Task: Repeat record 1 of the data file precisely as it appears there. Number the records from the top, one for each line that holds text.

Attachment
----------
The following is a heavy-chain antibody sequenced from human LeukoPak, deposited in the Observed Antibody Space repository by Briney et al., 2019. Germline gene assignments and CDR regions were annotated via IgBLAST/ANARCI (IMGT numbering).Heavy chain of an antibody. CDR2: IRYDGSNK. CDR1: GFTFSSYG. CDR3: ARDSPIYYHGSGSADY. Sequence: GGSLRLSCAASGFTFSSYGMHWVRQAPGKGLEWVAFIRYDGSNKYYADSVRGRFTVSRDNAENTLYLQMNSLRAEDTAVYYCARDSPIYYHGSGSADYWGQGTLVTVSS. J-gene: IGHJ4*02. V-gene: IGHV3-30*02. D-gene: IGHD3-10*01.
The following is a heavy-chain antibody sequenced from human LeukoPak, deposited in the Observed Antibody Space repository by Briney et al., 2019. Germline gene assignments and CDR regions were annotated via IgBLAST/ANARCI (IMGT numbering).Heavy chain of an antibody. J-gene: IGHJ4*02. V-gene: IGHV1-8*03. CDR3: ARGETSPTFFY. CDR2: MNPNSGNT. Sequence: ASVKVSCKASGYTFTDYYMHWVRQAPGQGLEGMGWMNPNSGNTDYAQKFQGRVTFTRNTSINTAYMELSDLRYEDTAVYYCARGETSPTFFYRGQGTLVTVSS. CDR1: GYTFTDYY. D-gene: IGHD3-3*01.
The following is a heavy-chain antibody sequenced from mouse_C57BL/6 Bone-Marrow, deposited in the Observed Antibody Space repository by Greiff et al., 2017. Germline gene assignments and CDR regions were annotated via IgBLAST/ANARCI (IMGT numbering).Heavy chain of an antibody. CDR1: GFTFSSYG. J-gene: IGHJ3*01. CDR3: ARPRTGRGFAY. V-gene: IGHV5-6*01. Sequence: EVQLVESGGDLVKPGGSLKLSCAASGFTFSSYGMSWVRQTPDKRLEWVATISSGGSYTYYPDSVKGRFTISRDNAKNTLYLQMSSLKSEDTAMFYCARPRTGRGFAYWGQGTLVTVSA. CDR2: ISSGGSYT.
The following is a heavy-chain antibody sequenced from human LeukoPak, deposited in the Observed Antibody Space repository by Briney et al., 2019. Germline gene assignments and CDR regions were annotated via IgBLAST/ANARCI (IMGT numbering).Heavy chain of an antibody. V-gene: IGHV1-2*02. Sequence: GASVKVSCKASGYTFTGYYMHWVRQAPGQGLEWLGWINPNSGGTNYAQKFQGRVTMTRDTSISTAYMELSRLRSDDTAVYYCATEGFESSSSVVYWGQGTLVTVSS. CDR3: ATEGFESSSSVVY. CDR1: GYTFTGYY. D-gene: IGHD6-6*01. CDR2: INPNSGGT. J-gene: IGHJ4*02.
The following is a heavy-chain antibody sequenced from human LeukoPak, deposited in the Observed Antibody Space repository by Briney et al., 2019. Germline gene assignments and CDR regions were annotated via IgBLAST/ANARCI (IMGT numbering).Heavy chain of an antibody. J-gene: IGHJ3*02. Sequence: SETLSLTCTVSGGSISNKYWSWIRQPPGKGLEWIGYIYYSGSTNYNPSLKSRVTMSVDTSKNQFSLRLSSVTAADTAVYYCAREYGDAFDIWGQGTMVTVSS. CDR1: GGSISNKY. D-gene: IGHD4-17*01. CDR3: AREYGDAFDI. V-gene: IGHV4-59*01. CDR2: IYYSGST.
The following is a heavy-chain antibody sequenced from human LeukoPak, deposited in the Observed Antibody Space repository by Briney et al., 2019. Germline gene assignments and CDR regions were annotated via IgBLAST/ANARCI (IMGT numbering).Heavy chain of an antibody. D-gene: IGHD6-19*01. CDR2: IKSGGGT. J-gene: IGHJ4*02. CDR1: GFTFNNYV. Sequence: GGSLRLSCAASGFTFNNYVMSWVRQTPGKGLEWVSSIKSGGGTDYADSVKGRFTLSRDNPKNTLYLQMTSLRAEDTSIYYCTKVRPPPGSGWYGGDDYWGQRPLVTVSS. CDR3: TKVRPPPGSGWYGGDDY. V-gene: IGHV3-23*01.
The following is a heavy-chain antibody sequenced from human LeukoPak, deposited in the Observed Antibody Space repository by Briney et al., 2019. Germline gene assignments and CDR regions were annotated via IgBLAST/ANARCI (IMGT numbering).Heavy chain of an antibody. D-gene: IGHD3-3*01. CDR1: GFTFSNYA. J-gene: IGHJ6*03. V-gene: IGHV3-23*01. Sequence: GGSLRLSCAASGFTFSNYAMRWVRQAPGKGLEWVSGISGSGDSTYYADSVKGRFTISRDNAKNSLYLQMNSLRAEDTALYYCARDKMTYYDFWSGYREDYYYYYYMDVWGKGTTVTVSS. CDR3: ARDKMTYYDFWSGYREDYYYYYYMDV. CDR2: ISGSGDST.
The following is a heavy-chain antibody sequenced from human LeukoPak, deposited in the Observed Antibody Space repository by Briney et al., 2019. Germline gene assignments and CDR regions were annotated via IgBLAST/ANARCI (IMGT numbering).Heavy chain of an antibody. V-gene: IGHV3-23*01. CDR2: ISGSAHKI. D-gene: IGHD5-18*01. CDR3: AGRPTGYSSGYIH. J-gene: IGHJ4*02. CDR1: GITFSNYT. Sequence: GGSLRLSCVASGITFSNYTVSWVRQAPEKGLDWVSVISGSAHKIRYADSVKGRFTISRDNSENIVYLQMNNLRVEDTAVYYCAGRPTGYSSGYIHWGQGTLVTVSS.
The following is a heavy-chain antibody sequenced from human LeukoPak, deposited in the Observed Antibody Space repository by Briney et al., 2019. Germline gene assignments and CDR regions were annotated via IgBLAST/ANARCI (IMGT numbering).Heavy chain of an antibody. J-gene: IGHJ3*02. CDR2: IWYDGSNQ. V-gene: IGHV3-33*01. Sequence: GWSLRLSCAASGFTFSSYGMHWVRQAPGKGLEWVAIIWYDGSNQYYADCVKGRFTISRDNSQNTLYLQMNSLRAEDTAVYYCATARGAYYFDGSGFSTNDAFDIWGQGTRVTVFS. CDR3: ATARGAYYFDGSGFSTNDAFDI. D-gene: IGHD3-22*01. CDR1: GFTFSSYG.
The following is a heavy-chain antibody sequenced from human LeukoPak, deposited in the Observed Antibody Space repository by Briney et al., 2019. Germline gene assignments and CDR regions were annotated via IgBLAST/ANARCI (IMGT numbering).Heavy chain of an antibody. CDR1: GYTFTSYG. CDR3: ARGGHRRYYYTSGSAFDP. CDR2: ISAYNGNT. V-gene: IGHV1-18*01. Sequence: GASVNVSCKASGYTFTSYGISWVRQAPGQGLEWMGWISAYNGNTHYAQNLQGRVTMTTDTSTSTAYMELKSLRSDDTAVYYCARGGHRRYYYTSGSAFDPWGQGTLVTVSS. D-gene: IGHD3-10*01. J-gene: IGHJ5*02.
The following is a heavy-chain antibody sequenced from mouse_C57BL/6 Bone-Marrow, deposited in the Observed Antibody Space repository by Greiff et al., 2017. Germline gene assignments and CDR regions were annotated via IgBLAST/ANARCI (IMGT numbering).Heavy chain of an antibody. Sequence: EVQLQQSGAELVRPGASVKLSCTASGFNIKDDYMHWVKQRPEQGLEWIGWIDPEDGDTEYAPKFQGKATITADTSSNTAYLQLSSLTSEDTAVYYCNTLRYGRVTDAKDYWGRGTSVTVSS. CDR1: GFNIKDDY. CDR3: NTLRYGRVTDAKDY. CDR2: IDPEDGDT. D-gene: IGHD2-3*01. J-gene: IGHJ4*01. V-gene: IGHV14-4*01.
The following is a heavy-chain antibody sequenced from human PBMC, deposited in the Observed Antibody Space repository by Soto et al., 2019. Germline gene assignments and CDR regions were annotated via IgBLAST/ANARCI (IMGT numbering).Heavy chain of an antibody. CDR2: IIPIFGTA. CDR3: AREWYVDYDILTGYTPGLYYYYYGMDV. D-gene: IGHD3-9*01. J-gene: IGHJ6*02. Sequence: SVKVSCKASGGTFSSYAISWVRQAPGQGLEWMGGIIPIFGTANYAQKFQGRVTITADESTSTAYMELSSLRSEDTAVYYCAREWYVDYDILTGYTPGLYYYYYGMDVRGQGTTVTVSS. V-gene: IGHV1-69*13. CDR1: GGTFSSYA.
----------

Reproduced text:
The following is a heavy-chain antibody sequenced from human LeukoPak, deposited in the Observed Antibody Space repository by Briney et al., 2019. Germline gene assignments and CDR regions were annotated via IgBLAST/ANARCI (IMGT numbering).Heavy chain of an antibody. CDR2: IRYDGSNK. CDR1: GFTFSSYG. CDR3: ARDSPIYYHGSGSADY. Sequence: GGSLRLSCAASGFTFSSYGMHWVRQAPGKGLEWVAFIRYDGSNKYYADSVRGRFTVSRDNAENTLYLQMNSLRAEDTAVYYCARDSPIYYHGSGSADYWGQGTLVTVSS. J-gene: IGHJ4*02. V-gene: IGHV3-30*02. D-gene: IGHD3-10*01.